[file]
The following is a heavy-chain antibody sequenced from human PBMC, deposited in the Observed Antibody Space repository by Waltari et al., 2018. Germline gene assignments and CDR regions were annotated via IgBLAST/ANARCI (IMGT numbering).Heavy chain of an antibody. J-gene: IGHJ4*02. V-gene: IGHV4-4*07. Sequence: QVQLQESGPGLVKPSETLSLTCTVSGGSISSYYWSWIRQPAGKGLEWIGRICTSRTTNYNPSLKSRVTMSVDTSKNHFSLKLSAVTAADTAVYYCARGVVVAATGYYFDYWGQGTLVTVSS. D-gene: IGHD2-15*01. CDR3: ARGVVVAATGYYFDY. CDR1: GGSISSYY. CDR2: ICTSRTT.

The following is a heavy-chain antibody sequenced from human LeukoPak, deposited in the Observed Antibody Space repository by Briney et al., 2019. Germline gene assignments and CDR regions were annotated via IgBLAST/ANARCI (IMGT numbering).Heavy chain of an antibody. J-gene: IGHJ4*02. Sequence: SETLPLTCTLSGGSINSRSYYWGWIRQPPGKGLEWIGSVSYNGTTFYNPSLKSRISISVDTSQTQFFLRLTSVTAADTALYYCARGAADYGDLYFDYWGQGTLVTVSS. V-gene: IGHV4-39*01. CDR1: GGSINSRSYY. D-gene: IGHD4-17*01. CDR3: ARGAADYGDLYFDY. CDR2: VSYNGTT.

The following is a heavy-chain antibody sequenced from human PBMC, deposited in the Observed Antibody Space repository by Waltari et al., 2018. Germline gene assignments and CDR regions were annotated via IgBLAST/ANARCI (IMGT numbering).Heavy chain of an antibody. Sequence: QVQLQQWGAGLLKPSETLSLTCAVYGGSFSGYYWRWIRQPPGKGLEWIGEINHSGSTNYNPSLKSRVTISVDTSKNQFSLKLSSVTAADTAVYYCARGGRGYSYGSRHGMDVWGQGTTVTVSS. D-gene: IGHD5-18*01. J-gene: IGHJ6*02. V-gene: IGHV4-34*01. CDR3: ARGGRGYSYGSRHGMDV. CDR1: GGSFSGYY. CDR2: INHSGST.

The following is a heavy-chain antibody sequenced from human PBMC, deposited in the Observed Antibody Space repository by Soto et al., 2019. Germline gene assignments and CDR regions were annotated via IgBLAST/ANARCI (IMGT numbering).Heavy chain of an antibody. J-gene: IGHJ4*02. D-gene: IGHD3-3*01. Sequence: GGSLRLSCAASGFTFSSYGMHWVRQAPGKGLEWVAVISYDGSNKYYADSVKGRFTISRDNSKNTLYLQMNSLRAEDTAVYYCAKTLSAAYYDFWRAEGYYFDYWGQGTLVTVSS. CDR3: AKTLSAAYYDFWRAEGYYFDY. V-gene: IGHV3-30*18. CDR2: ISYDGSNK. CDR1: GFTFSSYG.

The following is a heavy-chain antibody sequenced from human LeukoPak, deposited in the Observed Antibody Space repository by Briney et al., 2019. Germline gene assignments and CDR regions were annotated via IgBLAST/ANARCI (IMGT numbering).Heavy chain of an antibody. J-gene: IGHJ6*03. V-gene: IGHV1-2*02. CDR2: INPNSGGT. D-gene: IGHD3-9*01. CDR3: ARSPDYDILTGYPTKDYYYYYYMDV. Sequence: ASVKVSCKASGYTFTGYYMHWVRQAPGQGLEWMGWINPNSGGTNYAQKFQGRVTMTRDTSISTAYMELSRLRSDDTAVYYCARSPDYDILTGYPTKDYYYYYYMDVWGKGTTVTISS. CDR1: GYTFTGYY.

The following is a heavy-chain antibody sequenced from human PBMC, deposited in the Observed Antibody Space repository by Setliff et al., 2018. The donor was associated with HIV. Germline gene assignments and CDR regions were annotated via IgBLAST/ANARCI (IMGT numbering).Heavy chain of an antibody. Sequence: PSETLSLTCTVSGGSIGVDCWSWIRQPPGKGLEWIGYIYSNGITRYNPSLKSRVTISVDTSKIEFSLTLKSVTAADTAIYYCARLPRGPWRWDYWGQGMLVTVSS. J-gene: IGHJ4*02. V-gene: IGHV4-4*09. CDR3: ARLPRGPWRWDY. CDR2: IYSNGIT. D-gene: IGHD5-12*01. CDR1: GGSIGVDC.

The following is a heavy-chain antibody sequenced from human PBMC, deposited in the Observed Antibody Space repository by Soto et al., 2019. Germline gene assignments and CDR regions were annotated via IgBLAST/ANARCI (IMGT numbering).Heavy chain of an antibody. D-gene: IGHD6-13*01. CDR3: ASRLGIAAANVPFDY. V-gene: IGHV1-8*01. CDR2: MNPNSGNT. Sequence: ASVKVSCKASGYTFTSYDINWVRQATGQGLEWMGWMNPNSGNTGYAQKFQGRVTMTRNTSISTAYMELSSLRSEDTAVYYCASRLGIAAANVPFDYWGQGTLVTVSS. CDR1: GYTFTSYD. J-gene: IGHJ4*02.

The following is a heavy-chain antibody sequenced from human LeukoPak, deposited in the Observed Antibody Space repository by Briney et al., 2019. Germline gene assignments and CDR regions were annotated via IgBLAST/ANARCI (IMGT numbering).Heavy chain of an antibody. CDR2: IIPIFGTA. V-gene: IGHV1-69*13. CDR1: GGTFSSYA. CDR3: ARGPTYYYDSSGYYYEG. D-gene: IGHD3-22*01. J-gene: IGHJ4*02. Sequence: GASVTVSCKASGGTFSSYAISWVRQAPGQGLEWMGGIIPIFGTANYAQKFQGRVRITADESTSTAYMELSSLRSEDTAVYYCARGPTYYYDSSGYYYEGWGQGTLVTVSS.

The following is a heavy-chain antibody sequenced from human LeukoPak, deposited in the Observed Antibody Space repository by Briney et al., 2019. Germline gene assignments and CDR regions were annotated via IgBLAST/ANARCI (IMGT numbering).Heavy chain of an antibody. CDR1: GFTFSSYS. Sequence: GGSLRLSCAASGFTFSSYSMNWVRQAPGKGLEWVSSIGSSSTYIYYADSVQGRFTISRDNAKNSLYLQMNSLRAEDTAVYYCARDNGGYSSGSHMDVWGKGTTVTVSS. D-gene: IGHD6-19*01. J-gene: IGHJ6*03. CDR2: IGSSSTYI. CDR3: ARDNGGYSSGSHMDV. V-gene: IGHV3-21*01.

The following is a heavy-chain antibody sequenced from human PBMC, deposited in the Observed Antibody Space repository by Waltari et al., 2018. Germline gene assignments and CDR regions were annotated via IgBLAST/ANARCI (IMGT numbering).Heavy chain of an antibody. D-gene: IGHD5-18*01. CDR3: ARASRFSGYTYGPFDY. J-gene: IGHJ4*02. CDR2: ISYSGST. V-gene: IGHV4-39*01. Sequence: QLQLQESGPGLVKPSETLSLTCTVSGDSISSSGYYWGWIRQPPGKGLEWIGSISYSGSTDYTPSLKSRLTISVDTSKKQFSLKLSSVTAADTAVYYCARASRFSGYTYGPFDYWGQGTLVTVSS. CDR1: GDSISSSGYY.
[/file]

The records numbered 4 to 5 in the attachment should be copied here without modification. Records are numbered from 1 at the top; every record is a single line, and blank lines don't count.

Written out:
The following is a heavy-chain antibody sequenced from human PBMC, deposited in the Observed Antibody Space repository by Soto et al., 2019. Germline gene assignments and CDR regions were annotated via IgBLAST/ANARCI (IMGT numbering).Heavy chain of an antibody. J-gene: IGHJ4*02. D-gene: IGHD3-3*01. Sequence: GGSLRLSCAASGFTFSSYGMHWVRQAPGKGLEWVAVISYDGSNKYYADSVKGRFTISRDNSKNTLYLQMNSLRAEDTAVYYCAKTLSAAYYDFWRAEGYYFDYWGQGTLVTVSS. CDR3: AKTLSAAYYDFWRAEGYYFDY. V-gene: IGHV3-30*18. CDR2: ISYDGSNK. CDR1: GFTFSSYG.

The following is a heavy-chain antibody sequenced from human LeukoPak, deposited in the Observed Antibody Space repository by Briney et al., 2019. Germline gene assignments and CDR regions were annotated via IgBLAST/ANARCI (IMGT numbering).Heavy chain of an antibody. J-gene: IGHJ6*03. V-gene: IGHV1-2*02. CDR2: INPNSGGT. D-gene: IGHD3-9*01. CDR3: ARSPDYDILTGYPTKDYYYYYYMDV. Sequence: ASVKVSCKASGYTFTGYYMHWVRQAPGQGLEWMGWINPNSGGTNYAQKFQGRVTMTRDTSISTAYMELSRLRSDDTAVYYCARSPDYDILTGYPTKDYYYYYYMDVWGKGTTVTISS. CDR1: GYTFTGYY.